Out of the Ordinary: Learning to Generate Abnormal Returns

More risk means more reward. It’s what finance students are taught from the beginning of their studies. Reward is the return that an investment generates to adequately compensate an investor for bearing the risk of the investment (But you already knew that). More importantly, what is risk? Is risk measured by a company’s equity Beta, standard deviation, likeliness of workplace accidents, or perhaps a credit rating? Furthermore, if we assume that the risk-reward parity holds in the real world, then how is it possible to generate higher returns when taking on less risk?
The curriculum of the Darwin Fenner Student Managed Fund sets out to answer that question. The course is focused on exposing students to investment research that has been proven capable of producing abnormal returns, that is higher investment returns on less risky investments (as measured by standard deviation and Beta). Well, if you ask the University of Chicago’s Eugene Fama, Nobel Prize winner and god-father of Efficient Market Theory, he would say that abnormal returns are not possible, because markets are efficient and that there is some risk that cannot be captured by a model that is driving higher returns. By contrast, most finance professionals and academics would probably tell you that Fama’s efficient market hypothesis is wrong and thanks to market inefficiencies there is money to be made if you look in the right places.
More Money. Ok, hopefully I have your attention again after all of the academic jargon. More money is better than less money. More money is what the Darwin Fenner Funds analysts are tasked with. Teams of three people have been selected to cover each sector of the S&P 400 Mid-Cap Index. Getting to know every company intimately is not a realistic goal for three people to do in only five months, but what Darwin Fenner is teaching us to do is to create models using spins on proven academic research that will help us identify companies that we will want to invest in. Most recently, we read a paper by Joseph Piotroski that introduced student-managers to a model of nine statistically significant accounting screens that are capable of recognizing financially strong companies that are severely undervalued by the market. This model sparked discussion amongst student as to how we could use some of these factors in our industry model. Every team has their own model and different indicators that they will use, but the ideas are starting to roll. Hopefully, the returns will start rolling in as well.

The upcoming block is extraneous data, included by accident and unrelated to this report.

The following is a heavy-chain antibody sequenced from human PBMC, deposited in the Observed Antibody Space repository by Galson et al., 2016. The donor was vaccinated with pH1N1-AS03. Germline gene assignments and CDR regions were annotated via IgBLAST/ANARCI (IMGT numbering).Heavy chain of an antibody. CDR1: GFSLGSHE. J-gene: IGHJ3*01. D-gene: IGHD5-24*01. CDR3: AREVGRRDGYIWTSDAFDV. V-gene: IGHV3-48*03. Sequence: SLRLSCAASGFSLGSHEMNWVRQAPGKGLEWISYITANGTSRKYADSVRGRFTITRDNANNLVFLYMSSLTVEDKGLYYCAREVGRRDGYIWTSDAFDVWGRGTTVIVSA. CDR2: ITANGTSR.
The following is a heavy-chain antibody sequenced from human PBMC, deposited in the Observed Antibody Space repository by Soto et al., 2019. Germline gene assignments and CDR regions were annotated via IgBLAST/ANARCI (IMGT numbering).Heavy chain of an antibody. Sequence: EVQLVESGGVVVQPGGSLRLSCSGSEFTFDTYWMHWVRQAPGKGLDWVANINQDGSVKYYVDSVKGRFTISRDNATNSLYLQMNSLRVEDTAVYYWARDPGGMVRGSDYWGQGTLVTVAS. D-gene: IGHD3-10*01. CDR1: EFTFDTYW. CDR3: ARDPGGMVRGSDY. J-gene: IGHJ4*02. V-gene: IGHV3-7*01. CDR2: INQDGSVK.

Tommy Milburn